You are here: Home -

Mortgage rates already on the up

0
Written by:
23/10/2017
As speculation of an interest rate rise grows, lenders have begun to hike the cost of their mortgages
Mortgage rates already on the up

Mortgage rates are rising and it’s first-time buyers facing the largest hikes, according to Moneyfacts.

The latest research from the financial information provider shows that while the average two-year fixed mortgage rate has risen in the past month, rates for those borrowing 95% of the property’s value have been the hardest hit.

They have increased 0.10% from September, compared to just a 0.03% rate hike for borrowers with a large 40% deposit.

The average two-year fixed rate for those with just 5% upfront – usually first-time buyers – is now 4.26%, compared to 4.14% six months ago.

Borrowers with a large 40% deposit will pay an average 1.69%, up slightly over the month, but still lower than six months ago (1.83%).

Charlotte Nelson, finance expert at Moneyfacts.co.uk, said: “The recent upward turn in rates is apparent across the mortgage market, however first-time buyers seem to have been hardest hit, seeing rates shoot up by 0.10% in just one month. This is disappointing news especially considering these borrowers could potentially have to factor in another rate increase if base rate rises as speculated.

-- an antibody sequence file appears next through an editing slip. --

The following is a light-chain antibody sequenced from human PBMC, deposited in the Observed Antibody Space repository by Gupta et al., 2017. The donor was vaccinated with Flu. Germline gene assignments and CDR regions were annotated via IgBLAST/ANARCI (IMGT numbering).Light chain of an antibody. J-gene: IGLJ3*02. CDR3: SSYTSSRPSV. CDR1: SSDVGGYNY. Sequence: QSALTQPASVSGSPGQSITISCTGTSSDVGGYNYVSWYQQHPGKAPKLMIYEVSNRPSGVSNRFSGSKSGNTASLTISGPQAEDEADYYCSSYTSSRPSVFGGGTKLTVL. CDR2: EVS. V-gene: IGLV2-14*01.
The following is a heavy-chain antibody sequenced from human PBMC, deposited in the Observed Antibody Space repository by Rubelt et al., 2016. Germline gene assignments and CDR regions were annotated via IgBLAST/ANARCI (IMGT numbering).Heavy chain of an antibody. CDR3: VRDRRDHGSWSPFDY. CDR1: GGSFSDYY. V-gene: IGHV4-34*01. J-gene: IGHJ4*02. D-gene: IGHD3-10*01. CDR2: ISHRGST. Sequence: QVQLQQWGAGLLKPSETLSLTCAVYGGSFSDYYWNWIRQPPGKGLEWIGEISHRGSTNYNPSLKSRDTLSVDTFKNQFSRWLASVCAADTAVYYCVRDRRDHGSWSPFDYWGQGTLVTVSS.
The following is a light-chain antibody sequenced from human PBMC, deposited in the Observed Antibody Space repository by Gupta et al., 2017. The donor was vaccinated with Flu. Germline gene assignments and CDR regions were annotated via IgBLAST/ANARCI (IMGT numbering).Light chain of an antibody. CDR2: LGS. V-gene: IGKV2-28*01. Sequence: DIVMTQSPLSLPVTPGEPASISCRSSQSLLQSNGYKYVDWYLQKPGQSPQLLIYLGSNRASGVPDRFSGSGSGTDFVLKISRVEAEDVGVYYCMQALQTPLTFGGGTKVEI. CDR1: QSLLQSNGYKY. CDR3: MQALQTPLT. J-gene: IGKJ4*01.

“Many first-time buyers will be frustrated by the news that rates are rising while base rate has yet to do so. However, it goes to show that we don’t necessarily need to see a base rate rise for interest rates to increase.”

There are 0 Comment(s)

If you wish to comment without signing in, click your cursor in the top box and tick the 'Sign in as a guest' box at the bottom.

Comments are closed.

Your Mortgage Guides

Your Mortgage Award Winners 2018-2019

Download our guide to the best mortgage lenders in the UK

Read More >

Read previous post:
Bank of Mum and Dad
Four in 10 parents can’t help their child onto the property ladder

The majority can afford to contribute but only one in 20 can fund a full deposit

Close